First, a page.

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On our Bedside Table: Wars, Families and Secret Lives

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On our Bedside Table: Wars, Families and Secret Lives

Nutreats
On our Bedside Table Wars, Families and Secret Lives

1. Finding Chika by Mitch Albom

[Reviewed by Zissy]

 

Finding Chika by Mitch AlbomIn a Nutshell

Mitch Albom is an internationally bestselling author and award-winning journalist. He also operates an orphanage in Haiti. It was in this orphanage that he found Chika, a brave and joyous little girl, born 3 days before the devastating 2010 earthquake. A little girl whose mother passed away when she was two and who was brought to the Have Faith Haiti Orphanage at age three. At age five, Chika was diagnosed with a terminal disease that no-one in Haiti could treat. Finding Chika is the story of Chika; her birth, childhood and journey to America, where she would live with Mitch and his wife Janine as they fought to do anything to save her. It is her story, but it is also the story of a family melded together by fate.

 

Book Club Notes

This is a magical book, that is so beautifully written. Mitch Albom weaves their story into lessons. He writes both in his voice and Chika’s voice in a way that makes this darling little girl come alive. At points I had to slow myself down, so that I could reread sentences, take them in, marvelling at the way he strings words together. I finished it wanting to read more from him (I’ve never read his acclaimed Tuesdays with Morrie, but plan on doing so). It’s beautiful and heart-breaking and soulful and powerful and filled with lessons on life and love and family. It’s a must read. I adored it.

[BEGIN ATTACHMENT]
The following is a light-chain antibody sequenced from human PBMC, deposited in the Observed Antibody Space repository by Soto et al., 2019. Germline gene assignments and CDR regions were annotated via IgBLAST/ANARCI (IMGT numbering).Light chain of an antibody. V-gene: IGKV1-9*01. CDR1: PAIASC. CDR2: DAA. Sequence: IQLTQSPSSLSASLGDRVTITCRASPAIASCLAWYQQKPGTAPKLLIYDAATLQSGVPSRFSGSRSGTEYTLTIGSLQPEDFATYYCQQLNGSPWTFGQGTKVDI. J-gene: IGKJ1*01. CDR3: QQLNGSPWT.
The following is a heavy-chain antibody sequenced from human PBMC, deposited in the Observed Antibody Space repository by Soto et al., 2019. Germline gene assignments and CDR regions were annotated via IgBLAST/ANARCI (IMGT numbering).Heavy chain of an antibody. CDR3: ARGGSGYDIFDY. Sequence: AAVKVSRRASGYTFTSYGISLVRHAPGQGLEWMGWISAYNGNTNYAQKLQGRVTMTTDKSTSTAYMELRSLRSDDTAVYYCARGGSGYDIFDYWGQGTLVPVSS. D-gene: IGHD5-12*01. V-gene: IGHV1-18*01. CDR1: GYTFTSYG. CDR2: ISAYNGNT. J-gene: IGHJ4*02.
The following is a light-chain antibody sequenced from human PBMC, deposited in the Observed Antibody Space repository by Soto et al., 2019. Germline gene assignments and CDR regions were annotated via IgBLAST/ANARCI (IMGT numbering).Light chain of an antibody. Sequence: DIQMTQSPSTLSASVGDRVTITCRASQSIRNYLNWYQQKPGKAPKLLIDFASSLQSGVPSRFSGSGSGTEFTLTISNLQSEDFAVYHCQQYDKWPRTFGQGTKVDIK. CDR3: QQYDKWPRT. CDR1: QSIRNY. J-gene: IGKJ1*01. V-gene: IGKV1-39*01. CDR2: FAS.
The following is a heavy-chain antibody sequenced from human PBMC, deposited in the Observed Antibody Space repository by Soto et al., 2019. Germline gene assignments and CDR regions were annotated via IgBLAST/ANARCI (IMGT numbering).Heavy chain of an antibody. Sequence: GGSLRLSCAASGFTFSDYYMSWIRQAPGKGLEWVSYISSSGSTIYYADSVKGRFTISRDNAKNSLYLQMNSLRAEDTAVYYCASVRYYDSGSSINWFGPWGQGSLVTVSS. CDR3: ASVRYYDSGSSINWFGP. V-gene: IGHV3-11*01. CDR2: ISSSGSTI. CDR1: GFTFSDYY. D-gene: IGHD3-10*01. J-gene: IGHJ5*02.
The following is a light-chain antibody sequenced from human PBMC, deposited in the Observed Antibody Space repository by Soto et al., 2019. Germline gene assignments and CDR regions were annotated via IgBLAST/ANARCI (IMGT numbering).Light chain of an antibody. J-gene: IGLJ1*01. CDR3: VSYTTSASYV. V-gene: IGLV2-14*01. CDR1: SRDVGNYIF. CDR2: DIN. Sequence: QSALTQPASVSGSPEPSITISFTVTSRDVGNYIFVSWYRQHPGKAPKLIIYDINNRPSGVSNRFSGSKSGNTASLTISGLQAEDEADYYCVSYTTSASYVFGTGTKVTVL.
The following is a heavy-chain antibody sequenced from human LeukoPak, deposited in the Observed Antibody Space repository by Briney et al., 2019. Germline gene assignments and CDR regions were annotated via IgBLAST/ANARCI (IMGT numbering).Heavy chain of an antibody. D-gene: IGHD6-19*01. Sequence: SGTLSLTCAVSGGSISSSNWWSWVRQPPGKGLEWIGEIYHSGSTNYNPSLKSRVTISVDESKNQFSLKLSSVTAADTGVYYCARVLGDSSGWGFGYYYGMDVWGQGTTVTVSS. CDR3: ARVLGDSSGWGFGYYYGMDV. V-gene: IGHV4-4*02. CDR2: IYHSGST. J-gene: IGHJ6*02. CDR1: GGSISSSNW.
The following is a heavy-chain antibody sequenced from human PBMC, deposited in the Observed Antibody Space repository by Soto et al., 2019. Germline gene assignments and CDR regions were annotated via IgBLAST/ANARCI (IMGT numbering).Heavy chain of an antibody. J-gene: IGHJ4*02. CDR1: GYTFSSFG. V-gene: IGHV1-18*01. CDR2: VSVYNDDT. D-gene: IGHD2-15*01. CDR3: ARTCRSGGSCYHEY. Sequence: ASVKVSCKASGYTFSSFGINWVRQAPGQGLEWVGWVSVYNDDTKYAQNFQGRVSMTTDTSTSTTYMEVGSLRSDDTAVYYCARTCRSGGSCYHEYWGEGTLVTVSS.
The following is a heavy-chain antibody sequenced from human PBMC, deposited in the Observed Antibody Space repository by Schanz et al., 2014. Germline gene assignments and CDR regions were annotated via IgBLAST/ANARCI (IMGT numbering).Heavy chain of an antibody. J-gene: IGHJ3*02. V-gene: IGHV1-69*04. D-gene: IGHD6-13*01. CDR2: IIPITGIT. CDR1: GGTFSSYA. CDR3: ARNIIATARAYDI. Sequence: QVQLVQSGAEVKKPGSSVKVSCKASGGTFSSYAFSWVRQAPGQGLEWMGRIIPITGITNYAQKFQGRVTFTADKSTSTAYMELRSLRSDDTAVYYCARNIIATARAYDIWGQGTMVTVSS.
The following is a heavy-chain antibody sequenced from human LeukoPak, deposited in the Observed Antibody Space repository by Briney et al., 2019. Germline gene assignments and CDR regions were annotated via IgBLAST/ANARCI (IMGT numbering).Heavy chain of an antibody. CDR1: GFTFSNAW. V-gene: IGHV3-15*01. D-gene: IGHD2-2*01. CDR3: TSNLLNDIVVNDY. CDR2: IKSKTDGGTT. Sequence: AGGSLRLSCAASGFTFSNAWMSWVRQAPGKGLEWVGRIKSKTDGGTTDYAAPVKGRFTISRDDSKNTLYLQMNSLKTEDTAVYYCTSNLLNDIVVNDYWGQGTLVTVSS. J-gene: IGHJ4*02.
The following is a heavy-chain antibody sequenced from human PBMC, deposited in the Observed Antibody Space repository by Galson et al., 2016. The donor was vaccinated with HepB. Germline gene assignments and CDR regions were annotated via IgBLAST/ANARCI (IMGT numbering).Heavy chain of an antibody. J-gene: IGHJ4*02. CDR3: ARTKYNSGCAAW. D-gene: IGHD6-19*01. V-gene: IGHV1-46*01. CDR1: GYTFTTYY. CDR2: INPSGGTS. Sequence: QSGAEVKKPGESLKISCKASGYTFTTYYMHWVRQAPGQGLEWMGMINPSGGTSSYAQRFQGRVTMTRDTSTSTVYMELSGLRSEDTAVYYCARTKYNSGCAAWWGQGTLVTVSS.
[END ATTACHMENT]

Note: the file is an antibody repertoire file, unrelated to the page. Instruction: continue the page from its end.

2. The Inheritance of Solomon Farthing by Mary Paulson-Ellis

[Reviewed by Zissy]

 

The Inheritance of Solomon Farthing by Mary Paulson-EllisIn a Nutshell

The story spans decades and involves dozens of characters, notably a group of 11 soldiers abandoned in a French farmhouse in the weeks leading up to Armistice. However, when it comes down to it, it is really about Solomon Farthing – an Heir Hunter summoned to an Edinburgh nursing home to track down the relatives of an old soldier who has just died. Down on his luck, if he find heirs, Solomon stands in line to receive his cut of fifty thousand pounds. In searching for heirs, Solomon uncovers a mystery dating back to 1916, 11 soldiers and a connection to his own past.

 

Book Club Notes

This is a hefty novel, over 500 pages long. I only got into the storyline halfway through and felt like it dragged in places. There are a lot of characters and between them and the jumps in time from present day to 1916 and the decades in between, I found it difficult to remember who was who and how they all connected. It’s well written, but not an easy flowy read. To me, it was an average read; but I will admit the ending wasn’t what I expected.

 

3. Akin by Emma Donoghue

[Reviewed by Zissy]

 

Akin by Emma DonoghueIn a Nutshell

Akin is a novel centred around the themes of family, love and loss. Noah, a retired New York professor is about to embark on a personal trip to his birthplace – Nice, when he’s tracked down by a social worker looking for a temporary home for his eleven-year-old great nephew, Michael. He’s persuaded into taking Michael, a boy he’s never met, along with him to France. Together they embark on a journey that’s made difficult by their new relationship, past, new surroundings and the search into a troubling family history.

 

Book Club Notes